Beginning their pilgrimage through the Archdiocese of Louisville, the pilgrims celebrated Mass at St. Catherine’s Church in New Haven and spent the night at nearby Gethsemani Abbey, where they joined the monks for midday prayer, a private tour of the abbey, celebrated Mass, and participated in a Eucharistic procession.

The pilgrims spent the following days with the Dominican Sisters of Peace and the Sisters of Charity of Nazareth, as well as with several parishes in the area, including the Congregation of the Holy Cross in Loretto and St. Rose Monastery in Springfield.

On July 7, pilgrims were among a large crowd attending Mass for the 14th Sunday in Ordinary Time at the Proto-Cathedral of the Basilica of St. Joseph in Bardstown, then spent time at nearby St. Monica Church, and then continued on to St. Gregory Church in Cox’s Creek.

The next day, they celebrated Mass at St. Gabriel’s Church, then walked in a Blessed Sacrament procession along a section of Bardstown Road, stopping at the churches of St. Raphael, St. Francis of Assisi, and St. James, before concluding the evening with sacred music and adoration at the shrine of St. Martin of Tours.

On July 9, the pilgrims visited Catholic Charities of Louisville and joined Archbishop Shelton J. Fabre for Mass at the Cathedral of the Assumption in downtown Louisville. Hundreds of people then walked with the Blessed Sacrament from the cathedral to St. Augustine Church, a traditional African-American church founded at the end of the Civil War.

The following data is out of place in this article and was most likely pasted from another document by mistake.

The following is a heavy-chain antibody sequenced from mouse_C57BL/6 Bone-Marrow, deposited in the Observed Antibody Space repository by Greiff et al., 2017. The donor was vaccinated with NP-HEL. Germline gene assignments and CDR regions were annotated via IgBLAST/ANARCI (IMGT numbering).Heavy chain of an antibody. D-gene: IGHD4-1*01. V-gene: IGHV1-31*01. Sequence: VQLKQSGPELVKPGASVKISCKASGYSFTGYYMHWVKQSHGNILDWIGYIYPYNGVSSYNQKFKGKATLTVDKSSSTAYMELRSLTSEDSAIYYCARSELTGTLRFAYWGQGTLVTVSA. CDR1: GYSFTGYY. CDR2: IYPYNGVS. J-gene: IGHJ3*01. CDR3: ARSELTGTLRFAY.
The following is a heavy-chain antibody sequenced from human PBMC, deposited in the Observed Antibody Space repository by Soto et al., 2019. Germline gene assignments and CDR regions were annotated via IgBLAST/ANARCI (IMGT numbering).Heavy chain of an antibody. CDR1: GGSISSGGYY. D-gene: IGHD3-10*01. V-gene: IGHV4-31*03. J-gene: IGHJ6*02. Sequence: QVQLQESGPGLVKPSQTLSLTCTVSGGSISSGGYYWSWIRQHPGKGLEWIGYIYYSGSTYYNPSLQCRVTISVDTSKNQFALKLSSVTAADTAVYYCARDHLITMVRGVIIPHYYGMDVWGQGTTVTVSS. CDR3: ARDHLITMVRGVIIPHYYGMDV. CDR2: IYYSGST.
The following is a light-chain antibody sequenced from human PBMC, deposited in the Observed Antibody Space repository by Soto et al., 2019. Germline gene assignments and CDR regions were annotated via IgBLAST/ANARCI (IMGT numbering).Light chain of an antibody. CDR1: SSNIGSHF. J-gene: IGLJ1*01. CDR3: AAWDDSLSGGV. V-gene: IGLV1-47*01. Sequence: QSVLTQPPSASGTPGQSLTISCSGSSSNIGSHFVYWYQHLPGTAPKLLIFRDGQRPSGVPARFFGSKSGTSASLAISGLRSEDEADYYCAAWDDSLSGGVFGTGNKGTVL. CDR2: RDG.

In all, the pilgrims visited 17 sites in the archdiocese. Along the way, they were joined by hundreds of Catholics from across the region for adoration, potluck dinners, music and Eucharistic processions. They were not deterred by the high temperatures and humidity, which increased each day.

At the time of the July 8 interview, Elm still had many Catholic churches to see, but she said her favorite stop in the archdiocese was Holy Cross Church in Loretto, which she visited July 5. At Holy Cross, she was moved by the story of Father Stephen Badin, the first priest in the United States to serve the region from that parish.

Elm and seven other perpetual pilgrims on the southern route began Pentecost Sunday, May 19, in Texas. Elm explained that the group became like a family as they experienced the joys and challenges of the journey together.

“I was touched by the faith of all my teammates,” she said.

The pilgrims were accompanied by priests from the Franciscan Friars of the Renewal, who served as their chaplains along the way. Among them was Franciscan Father Dismas Marie Kline, a native of Louisville.

“They are a delight,” Elm said. She explained that the pilgrims on her route have developed a close bond with the order. “They have been such good brothers and fathers.”

Elm said she is looking forward to the National Eucharistic Congress, which will be held July 17-21 in Indianapolis, where she will be able to meet with pilgrims from the three remaining routes — starting in the west, east and north — and share stories from their time on the route.

By meerna